In the fourth grade, you could elect to take a stringed instrument: bass, cello, viola, or violin. I took cello because I was told it was the closest to guitar. I enjoyed playing the cello, but I wasn't particularly good at it.
I remember my mother saying though that the wonderful thing about cello was that it always sounded beautiful even when I wasn't good at it.
In the fifth grade, I wanted to play saxophone. Oddly enough, this was the year before The Simpsons debuted and JUST before Bill Clinton decided to play the saxophone on the Arsenio Hall show. The saxophone was about to gain notoriety, but I had no way of knowing that. I was one of five kids, and the only girl, who wanted to play saxophone.
I loved saxophone. I practiced all the time, and while I don't think I was ever stunning at it, I was pretty good.
I was good enough that, at the end of the year, when the seventh grade oboe players were graduating and there was no one else who wanted to play it, the band leader asked me to switch to oboe, because he was convinced I could learn it faster than the boys.
I really didn't want to, but I did.
I had a love-hate relationship with the oboe. It had been my favorite instrument when I was a kid, because of the duck in Peter & the Wolf, but it wasn't the instrument I wanted to play. It had a beautiful tone. I loved the delicacy it took to play it.
But, in all of this, I am starting to realize that I was never really taught music theory-- or at least, was not taught it in a way I could understand it. I was taught notes: how to read them, what the fingerings were, but not so much how to organize music in my head, not the mathematical part of it that makes music so ordered even when it seems chaotic.
When I was twelve, I picked up a metal fife, and started teaching myself to play that, too. Then I graduated to a wooden one.
At seventeen, I started teaching myself the harmonica. I never quite got the hang of playing specific music on it, but I was great at improvising on it.
We had a piano in our house. I never took lessons. But I would sit down and painstakingly plunk out notes to tunes. I could write music, and wrote quite a lot of music, but I didn't have the skill to perform it. And notation on a staff was always incredibly difficult for me, because dots on lines, when you're dyslexic, could be anything. I wrote my music out by the letter, my musical notation was a list of letters on a piece of paper, with lines underneath the notes that were meant to be held longer. The more lines, the longer you held it. It made sense to me.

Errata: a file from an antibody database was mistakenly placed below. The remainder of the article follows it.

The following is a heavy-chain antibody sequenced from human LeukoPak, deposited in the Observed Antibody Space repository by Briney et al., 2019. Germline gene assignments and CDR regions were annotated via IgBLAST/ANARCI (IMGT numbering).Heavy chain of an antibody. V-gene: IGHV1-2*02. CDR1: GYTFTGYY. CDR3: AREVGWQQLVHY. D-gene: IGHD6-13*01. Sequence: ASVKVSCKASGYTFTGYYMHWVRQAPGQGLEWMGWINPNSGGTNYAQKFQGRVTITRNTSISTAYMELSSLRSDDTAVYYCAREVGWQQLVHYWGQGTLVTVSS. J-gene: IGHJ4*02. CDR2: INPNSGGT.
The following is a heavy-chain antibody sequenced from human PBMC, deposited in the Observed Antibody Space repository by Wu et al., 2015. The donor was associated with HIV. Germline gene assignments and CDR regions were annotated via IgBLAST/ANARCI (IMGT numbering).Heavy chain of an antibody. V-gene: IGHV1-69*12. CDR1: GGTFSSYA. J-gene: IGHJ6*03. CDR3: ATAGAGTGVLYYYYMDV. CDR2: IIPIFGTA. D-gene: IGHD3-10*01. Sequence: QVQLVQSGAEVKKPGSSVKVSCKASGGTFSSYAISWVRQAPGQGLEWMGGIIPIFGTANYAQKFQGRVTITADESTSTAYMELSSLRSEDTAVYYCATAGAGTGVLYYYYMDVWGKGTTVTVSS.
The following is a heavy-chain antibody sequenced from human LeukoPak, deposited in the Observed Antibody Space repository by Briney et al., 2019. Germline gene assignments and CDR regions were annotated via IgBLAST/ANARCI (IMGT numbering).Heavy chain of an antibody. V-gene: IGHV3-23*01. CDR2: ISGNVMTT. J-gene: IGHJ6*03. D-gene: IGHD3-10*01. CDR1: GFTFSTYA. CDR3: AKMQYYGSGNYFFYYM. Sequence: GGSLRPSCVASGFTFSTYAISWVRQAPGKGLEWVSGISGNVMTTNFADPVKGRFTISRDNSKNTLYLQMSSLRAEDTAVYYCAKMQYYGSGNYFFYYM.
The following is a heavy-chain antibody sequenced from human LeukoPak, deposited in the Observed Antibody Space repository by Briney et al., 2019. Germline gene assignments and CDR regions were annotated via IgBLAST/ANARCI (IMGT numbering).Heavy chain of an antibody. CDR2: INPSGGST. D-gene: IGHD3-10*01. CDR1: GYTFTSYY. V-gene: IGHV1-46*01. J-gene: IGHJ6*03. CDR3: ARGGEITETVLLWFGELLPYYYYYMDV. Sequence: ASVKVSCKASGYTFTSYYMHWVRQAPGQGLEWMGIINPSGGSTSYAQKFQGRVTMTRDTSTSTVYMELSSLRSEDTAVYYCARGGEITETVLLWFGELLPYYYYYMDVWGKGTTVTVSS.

I desperately, desperately wanted to be able to play music, but I just never felt like I was good enough. And not just oboe or another wind instrument: I wanted to be able to accompany myself. But I really believed it was something beyond my ability. Something I would never completely understand.
Over the past year, I've had several friends encourage me to try to find other ways to make music. On the computer. By using a voice-to-midi program. I toyed with this stuff a lot but didn't get super far with it.
Then, catfish23 put the idea of getting a ukulele into my head. She tried to get me one on Craigslist. That didn't pan out, and I thought, ah, well, I probably wouldn't bother with it, anyway.
About a month ago, I saw my friend Ellia's band play. Ellia plays the ukulele.
And I watched her play, and something just clicked. Three days later, I bought my ukulele.
Okay, I know, I know, I am talking about my ukulele about as much as most people talk about their children. But it's like I finally found the right instrument. It just felt...okay. Good. I picked it up and could play things. And understood, suddenly, the relationships between all the different chords, and the strings, and the frets.
I love this thing so much. And it's renewed my hope that I can keep learning all kinds of new things, even things I never expected I would be any good at.
I guess what I am trying to say is, keep looking for your right instrument. You might not have found it yet.
Meanwhile, I'm going to go play another song I wrote.